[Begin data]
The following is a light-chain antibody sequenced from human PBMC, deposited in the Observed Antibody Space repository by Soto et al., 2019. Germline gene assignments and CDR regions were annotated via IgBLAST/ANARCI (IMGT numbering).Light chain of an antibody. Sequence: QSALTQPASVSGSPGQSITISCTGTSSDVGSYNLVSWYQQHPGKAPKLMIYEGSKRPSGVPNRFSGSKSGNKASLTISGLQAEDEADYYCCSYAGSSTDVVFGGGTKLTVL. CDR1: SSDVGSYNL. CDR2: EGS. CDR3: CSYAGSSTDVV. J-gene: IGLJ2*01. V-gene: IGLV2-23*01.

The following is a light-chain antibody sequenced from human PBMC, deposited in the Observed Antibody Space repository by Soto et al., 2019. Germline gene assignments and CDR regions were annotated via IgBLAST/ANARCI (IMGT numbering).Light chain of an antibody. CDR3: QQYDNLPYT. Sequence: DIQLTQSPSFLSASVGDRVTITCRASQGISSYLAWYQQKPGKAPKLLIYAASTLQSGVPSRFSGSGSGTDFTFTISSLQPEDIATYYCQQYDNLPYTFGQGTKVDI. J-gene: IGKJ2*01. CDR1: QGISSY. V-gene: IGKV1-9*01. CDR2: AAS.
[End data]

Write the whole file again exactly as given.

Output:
The following is a light-chain antibody sequenced from human PBMC, deposited in the Observed Antibody Space repository by Soto et al., 2019. Germline gene assignments and CDR regions were annotated via IgBLAST/ANARCI (IMGT numbering).Light chain of an antibody. Sequence: QSALTQPASVSGSPGQSITISCTGTSSDVGSYNLVSWYQQHPGKAPKLMIYEGSKRPSGVPNRFSGSKSGNKASLTISGLQAEDEADYYCCSYAGSSTDVVFGGGTKLTVL. CDR1: SSDVGSYNL. CDR2: EGS. CDR3: CSYAGSSTDVV. J-gene: IGLJ2*01. V-gene: IGLV2-23*01.

The following is a light-chain antibody sequenced from human PBMC, deposited in the Observed Antibody Space repository by Soto et al., 2019. Germline gene assignments and CDR regions were annotated via IgBLAST/ANARCI (IMGT numbering).Light chain of an antibody. CDR3: QQYDNLPYT. Sequence: DIQLTQSPSFLSASVGDRVTITCRASQGISSYLAWYQQKPGKAPKLLIYAASTLQSGVPSRFSGSGSGTDFTFTISSLQPEDIATYYCQQYDNLPYTFGQGTKVDI. J-gene: IGKJ2*01. CDR1: QGISSY. V-gene: IGKV1-9*01. CDR2: AAS.